These new laws are an expansion of the European Union’s AMLD-5 directive, focusing particularly on wallets and exchange platforms
The Irish Government is working on strengthening national cryptocurrency regulations, with lawmakers proposing the introduction of a new set of anti-money laundering laws.
According to local reports, the new laws are expected to focus on the use of cryptocurrencies in illicit financial activities, such as money laundering and terrorist financing.
The new bill that is currently under consideration will place crypto businesses under the arm of government agencies, as part of a planned expansion of the European Union’s (EU) fifth anti-money laundering directive (AMLD-5) to also include the cryptocurrency industry. It will focus specifically on wallets and exchange platforms.
The Irish Examiner also reported that the Minister of Justice, Helen McEntee, announced that she had already received support from the Cabinet to publish the Money Laundering and Terrorist Financing Amendment Bill 2020.
Cryptocurrencies aside, the new bill would also prevent banks in Ireland from setting up anonymous safety deposit boxes. This is due to concerns from local authorities regarding the activities of rogue actors that have been “passporting” illicit funds across the continent by relying on the EU’s internal open border policy. As a result, lawmakers also plan on including provisions for the proper identification of corporate entities.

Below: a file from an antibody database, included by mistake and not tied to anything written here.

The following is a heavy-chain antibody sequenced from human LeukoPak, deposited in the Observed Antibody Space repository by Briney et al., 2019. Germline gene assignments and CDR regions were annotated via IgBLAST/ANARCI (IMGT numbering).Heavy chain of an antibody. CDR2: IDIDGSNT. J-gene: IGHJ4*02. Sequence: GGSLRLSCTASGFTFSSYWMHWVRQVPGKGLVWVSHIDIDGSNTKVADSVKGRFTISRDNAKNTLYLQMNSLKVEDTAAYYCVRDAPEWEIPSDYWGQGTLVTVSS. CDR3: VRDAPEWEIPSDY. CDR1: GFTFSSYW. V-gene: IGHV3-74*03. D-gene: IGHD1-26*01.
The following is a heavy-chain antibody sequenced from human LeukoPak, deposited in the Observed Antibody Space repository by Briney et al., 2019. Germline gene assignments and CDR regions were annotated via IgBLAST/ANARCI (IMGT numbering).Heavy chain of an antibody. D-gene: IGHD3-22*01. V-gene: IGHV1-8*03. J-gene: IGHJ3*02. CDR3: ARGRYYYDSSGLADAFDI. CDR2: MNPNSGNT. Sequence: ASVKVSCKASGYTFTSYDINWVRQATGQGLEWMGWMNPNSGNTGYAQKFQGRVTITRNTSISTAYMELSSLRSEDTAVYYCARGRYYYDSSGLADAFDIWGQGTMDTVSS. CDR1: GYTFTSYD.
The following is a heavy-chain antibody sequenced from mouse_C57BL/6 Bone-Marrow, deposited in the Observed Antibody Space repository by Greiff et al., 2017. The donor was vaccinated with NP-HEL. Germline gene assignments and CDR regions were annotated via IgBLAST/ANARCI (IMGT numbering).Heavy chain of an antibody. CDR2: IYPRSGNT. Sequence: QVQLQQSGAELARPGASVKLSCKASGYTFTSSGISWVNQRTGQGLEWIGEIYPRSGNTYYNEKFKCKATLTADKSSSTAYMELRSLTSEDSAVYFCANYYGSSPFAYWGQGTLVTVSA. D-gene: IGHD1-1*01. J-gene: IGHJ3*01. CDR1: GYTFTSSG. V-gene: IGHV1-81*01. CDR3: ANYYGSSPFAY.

The new regulations may make it more difficult for crypto enthusiasts to set up a base in the country, especially when considering the cost of completing compliance measures. In the past, commercial banks in the country have been accused of crypto profiling and refusing to offer services to cryptocurrency businesses.
This is allegedly due to delays in transposing the AMLD-5 into law in the Republic. The delays are caused by the general election and deadlocks between political parties.
Boinnex, a provider of Bitcoin ATM machines, recently had its account with AIB closed. According to the company’s founder, Bryan Tierney, they were informed that “entering into a formal relationship with entities carrying out this type of business activity is outside of our risk appetite at this time”.
“We’ve been forced to get a banking partner abroad. A lot of companies in the space are in a similar situation. Some of these foreign banks charge exorbitant fees as they know they’re the only show in town,” Tierney explained.
Tierney also pointed out that the hesitation for banking providers to provide services to cryptocurrency companies was a stark contrast to the state’s promotion of the emerging industry.
Both the AIB and the Bank of Ireland have denied suggestions that they are discriminating against crypto companies.